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Variable Cam Control Tuning: Base Table Configuration

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Base Table Configuration

03.20

00:00 - The next step of our process involves our base table configuration inside the ECU.
00:05 For those dealing with vernier cam wheels you can skip this step entirely and instead head directly to the wide open throttle optimisation step as the remaining steps aren't relevant to you.
00:16 The process we'll go through will depend on whether you're running a switched or continuous cam control engine so let's start with switched cam control as it's a little simpler.
00:26 We've already discussed the fact that we can choose to use a single table for fuel and ignition or use dual tables and switch at the cam changeover point.
00:34 We've explained the pros and cons and at this stage it's simply up to you to decide how you want to proceed.
00:40 There may also be some limitations depending on your particular ECU brand.
00:44 If you're using a single table then it can be beneficial to add a little tighter resolution around the cam switching point.
00:51 Often I'll add a break point 50 RPM either side of the switchover point for better control.
00:56 This isn't usually necessary on the ignition table since we see less variation in the ignition timing values across such a small RPM range.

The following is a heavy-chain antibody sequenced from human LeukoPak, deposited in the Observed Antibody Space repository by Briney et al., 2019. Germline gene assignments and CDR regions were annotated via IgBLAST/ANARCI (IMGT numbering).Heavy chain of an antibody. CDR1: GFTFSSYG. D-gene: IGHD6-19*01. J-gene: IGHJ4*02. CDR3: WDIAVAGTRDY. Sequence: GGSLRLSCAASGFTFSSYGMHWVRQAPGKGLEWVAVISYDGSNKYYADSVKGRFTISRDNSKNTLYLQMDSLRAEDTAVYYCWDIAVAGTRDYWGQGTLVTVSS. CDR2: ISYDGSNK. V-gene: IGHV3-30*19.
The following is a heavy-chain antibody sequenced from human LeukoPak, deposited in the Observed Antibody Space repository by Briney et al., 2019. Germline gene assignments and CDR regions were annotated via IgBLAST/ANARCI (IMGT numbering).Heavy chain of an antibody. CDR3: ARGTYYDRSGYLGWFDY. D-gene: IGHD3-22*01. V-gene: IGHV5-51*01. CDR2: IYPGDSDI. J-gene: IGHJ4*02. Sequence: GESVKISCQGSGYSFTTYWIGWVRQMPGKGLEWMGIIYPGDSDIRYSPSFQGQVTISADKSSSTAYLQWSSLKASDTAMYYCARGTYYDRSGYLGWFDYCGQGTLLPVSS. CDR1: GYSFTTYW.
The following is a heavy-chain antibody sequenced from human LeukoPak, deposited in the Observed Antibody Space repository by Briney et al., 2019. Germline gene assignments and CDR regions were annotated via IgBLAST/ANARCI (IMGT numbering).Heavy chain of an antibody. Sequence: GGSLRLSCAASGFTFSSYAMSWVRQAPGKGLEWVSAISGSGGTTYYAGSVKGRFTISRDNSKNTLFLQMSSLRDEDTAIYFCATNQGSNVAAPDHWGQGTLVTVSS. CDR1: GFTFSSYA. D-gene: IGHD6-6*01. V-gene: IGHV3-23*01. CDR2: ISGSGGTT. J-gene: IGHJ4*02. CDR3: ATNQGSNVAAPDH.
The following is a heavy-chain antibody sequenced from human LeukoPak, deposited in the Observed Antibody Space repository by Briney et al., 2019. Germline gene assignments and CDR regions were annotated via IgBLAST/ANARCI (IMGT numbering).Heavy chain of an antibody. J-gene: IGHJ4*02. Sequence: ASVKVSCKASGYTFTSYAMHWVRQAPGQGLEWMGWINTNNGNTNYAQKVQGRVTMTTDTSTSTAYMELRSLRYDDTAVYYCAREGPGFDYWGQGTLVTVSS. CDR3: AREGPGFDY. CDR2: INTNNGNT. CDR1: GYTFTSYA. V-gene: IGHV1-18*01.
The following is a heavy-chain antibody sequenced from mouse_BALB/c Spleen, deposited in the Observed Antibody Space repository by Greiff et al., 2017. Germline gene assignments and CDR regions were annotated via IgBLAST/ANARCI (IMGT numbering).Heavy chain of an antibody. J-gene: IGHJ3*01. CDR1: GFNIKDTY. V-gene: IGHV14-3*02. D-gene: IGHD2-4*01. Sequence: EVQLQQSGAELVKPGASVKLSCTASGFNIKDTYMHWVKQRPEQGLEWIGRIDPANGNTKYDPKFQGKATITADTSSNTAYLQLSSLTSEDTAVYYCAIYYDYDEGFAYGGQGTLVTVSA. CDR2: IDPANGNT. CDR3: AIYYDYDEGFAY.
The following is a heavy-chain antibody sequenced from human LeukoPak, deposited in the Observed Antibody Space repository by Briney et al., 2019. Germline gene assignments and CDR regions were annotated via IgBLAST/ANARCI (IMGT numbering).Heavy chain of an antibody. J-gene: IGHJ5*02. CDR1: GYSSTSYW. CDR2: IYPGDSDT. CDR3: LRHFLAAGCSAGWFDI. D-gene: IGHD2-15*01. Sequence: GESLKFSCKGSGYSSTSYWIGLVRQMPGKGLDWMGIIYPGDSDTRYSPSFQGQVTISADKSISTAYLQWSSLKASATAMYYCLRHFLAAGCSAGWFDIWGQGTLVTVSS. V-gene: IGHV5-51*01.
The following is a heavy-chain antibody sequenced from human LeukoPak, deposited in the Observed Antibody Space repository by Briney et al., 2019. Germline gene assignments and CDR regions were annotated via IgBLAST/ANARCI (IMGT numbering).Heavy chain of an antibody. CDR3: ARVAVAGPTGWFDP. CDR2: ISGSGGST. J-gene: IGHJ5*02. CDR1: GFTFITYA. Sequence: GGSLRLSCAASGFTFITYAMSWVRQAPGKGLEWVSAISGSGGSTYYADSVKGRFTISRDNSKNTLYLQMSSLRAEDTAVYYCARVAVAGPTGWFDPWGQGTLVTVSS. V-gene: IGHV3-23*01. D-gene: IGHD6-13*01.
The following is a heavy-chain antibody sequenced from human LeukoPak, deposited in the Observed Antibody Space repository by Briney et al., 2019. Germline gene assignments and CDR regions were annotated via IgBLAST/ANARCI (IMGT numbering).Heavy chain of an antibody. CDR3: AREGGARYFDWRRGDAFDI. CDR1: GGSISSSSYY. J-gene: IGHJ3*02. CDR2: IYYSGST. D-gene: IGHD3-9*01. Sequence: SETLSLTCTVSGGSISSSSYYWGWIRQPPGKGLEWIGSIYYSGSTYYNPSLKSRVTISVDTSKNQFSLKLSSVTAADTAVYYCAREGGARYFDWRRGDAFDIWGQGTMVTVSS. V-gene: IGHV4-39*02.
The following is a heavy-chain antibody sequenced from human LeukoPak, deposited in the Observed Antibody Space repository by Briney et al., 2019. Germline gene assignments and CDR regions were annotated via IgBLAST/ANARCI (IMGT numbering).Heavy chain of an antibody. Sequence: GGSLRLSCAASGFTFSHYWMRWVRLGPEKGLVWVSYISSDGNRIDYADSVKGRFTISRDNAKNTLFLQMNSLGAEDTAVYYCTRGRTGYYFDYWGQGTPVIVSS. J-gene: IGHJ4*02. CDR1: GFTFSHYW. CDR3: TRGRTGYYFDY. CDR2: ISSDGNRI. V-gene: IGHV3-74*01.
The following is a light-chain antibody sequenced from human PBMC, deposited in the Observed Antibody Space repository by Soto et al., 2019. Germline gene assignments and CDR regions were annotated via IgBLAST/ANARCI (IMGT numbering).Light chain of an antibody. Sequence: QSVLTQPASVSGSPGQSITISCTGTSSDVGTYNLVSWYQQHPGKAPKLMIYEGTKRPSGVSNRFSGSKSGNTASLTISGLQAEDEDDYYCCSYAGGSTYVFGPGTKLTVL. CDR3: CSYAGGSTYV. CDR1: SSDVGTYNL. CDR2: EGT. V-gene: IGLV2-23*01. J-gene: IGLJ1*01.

01:06 Of course at this stage you likely won't know what RPM the switchover will want to occur at and that's absolutely fine.
01:13 You can always add this extra resolution in later once you've fine tuned the cam switching RPM.
01:19 Understandably there's no need for tight RPM resolution at high RPM on the low speed cam table and vice versa if you're using dual maps so you can apply a little common sense here to make your life easier.
01:31 Lastly you'll need to configure the output control to switch based on RPM or RPM and load if you're going to use windowing.
01:39 Most ECUs will offer a dedicated output for this style of control which will also incorporate a hysteresis value.
01:47 A hysteresis of 50 RPM should be absolutely fine for almost all instances.
01:52 Just remember that if you're running off a single table, this hysteresis will inevitably result in some minor fuelling inaccuracies.
01:59 If you're using dual tables then you'll need to make sure that they're switching correctly based on the status of your cam control output too.
02:06 For continuous cam control systems you're almost certainly going to be using a single fuel and ignition table with an aftermarket standalone ECU.
02:15 However you will need to configure your cam target tables to suit.
02:19 This is pretty straightforward and really the only aspect to be wary of is making sure that the load axis uses the same parameter as the main fuel and ignition tables.
02:29 In most instances this will be manifold absolute pressure.
02:33 Once you have the tables configured, it's best to start by populating the tables with values of zero until you've configured the PID control and actually started optimising the calibration.
02:44 Another mistake that a lot of novice tuners make is to add too much resolution into the cam target maps.
02:50 In almost all instances you're going to find that the optimal cam target maps follow reasonably smooth trends so a lot of resolution isn't necessary and will just make more work.
03:01 I'd suggest break points of 500 to 1000 RPM and 20 to 25 kPa or 10% TPS on Alpha N setups should be sufficient.